My 2 BFFs: Water & a Thermometer

Odd title, I know, but I think you will get the gist of what I’m talking about… food safety! I have to say, I have never walked into a grocery store, farm stand or farmer’s market and felt concerned about whether or not the food I’m looking to buy is safe. The one thing that does cross my mind is whether or not the person(s) before me had washed their hands before choosing produce. That’s why water is my best friend in the kitchen. All raw produce that hits my kitchen counter gets well washed. Is it because am I concerned about pesticide residue? Emphatically – NO! I am concerned about the person who used the bathroom without washing their hands before grocery shopping, going to the farm stand or visiting the farmer’s market. Uugghh! Yucky topic, I know, but reality check here… how many of you have left the bathroom without washing your hands?

Stay with me here, I’m not trying to discourage you from buying fresh produce. I’m trying to illustrate one of the many ways that bacteria can be present on your food and why it is so important to wash all raw produce before eating it. That includes melons which can have bacteria on the rind and which you spread to the inside of the fruit by cutting the melon without having washed it first. Bacteria can be present from not only people who don’t wash their hands, but from the soil where it was grown, or if it wasn’t kept and stored at a temperature below what bacteria can grow at. Wash, wash, wash it is my motto – hands especially, kitchen utensils and counter tops, and fresh produce.

So onto my other best friend – the thermometer. I use 2 – one in the fridge and one to test the temperature of the food I’ve prepared. I keep our fridge at around 38º F. The FDA recommends at or below 40º F to ensure food is kept at a temperature below which bacteria can grow and thrive.

I also regularly use a food thermometer to check the temperature of food I’m preparing. I’m actually a stickler for checking temperatures.  I think it stems from being a dietitian working in both the hospital and nursing home setting. Both places have patients or residents who are already ill or have weakened immune systems and therefore must avoid foodborne illness at all costs. Therefore checking food temperatures is almost second nature to me.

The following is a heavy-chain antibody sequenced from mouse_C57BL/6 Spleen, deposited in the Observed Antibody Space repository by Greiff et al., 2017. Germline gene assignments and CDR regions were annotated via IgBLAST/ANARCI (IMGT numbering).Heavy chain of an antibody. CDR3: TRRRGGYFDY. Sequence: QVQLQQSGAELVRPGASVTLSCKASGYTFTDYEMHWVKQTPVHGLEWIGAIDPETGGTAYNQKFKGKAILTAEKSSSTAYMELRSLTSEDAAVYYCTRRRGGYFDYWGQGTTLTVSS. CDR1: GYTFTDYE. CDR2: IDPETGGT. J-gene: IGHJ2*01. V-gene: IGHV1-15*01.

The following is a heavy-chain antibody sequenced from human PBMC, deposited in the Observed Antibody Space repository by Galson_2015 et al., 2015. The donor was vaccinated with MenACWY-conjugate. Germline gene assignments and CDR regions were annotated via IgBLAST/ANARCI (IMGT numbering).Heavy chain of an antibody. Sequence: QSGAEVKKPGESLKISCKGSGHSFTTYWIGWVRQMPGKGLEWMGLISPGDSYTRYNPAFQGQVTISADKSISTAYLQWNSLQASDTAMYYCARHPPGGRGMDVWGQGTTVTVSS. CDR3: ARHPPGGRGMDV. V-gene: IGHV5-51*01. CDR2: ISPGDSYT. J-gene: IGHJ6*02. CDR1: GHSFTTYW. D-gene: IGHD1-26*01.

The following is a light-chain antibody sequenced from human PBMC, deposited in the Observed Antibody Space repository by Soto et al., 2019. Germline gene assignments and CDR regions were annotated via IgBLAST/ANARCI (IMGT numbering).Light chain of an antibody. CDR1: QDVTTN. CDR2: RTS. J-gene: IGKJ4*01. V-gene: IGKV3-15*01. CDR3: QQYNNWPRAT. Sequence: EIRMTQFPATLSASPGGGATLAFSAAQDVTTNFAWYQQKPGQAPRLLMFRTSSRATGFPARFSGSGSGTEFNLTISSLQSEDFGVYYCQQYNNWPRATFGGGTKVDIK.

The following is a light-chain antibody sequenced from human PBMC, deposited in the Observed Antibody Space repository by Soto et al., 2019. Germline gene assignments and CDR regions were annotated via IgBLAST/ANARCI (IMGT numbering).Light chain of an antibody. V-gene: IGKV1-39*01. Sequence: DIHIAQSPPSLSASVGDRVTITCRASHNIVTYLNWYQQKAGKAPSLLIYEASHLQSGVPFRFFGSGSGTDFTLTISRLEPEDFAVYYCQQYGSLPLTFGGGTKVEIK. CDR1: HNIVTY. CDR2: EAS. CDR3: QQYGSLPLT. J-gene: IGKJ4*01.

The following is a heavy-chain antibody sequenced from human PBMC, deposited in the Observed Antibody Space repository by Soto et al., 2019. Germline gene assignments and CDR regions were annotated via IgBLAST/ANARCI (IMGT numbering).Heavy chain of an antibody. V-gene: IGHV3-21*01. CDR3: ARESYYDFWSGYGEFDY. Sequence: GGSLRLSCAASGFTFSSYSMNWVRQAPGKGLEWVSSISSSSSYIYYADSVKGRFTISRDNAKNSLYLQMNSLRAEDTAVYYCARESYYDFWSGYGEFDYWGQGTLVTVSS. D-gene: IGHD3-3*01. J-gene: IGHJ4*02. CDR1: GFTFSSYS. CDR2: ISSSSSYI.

As a busy mom, my 2 favorite ways of cooking are using a slow cooker and grilling. When grilling, I want to be sure that the meat I’m cooking has reached the minimum internal temperature for safety. USDA recommends all meat – beef, pork, lamb, and veal be cooked to an internal temperature of 145º F,  ground beef, pork, lamb or veal to 160º F, and all poultry to 165º F.  When using a slow cooker, I always thaw meat or poultry before putting it into a slow cooker. If frozen pieces are used, they will not reach 140° quick enough and could possibly result in a foodborne illness. The slow cooker cooks foods slowly at a low temperature, generally between 170° and 280° F, over several hours. The combination of direct heat from the pot, lengthy cooking and steam, destroy bacteria making the slow cooker a safe process for cooking foods.

The USDA defines the “danger zone” as the temperature between 40º F and 140º F, which is the ideal range for bacteria to flourish. Food should spend as little time as possible within this temperature range. So when reheating foods, heat it up to 165º F and when cooling food, cool it as quickly as possible to 40º F or below.  

As a mom and a woman farmer, food safety is of utmost importance for my family and yours. We practice good agricultural practices on the farm and good housekeeping practices at home. Particularly handwashing with good old soap, water, and sing the ABC song while rubbing hands together. Now, all that I’ve said is not going to necessarily keep you from getting a foodborne illness but it will reduce your risk.

Your strategic plan –

  • Step 1: Wash it, particularly if it is raw produce you’ll be eating;
  • Step 2: Check the temperature of cooked foods, and make sure your food is stored at the correct temperatures. Keep hot food hot, and cold food cold.  

Water and thermometers - I hope we share the same BFFs! 

Jennie Schmidt, MS, RD, is a Registered Dietitian, Maryland farmer, and author of the blog The Foodie Farmer.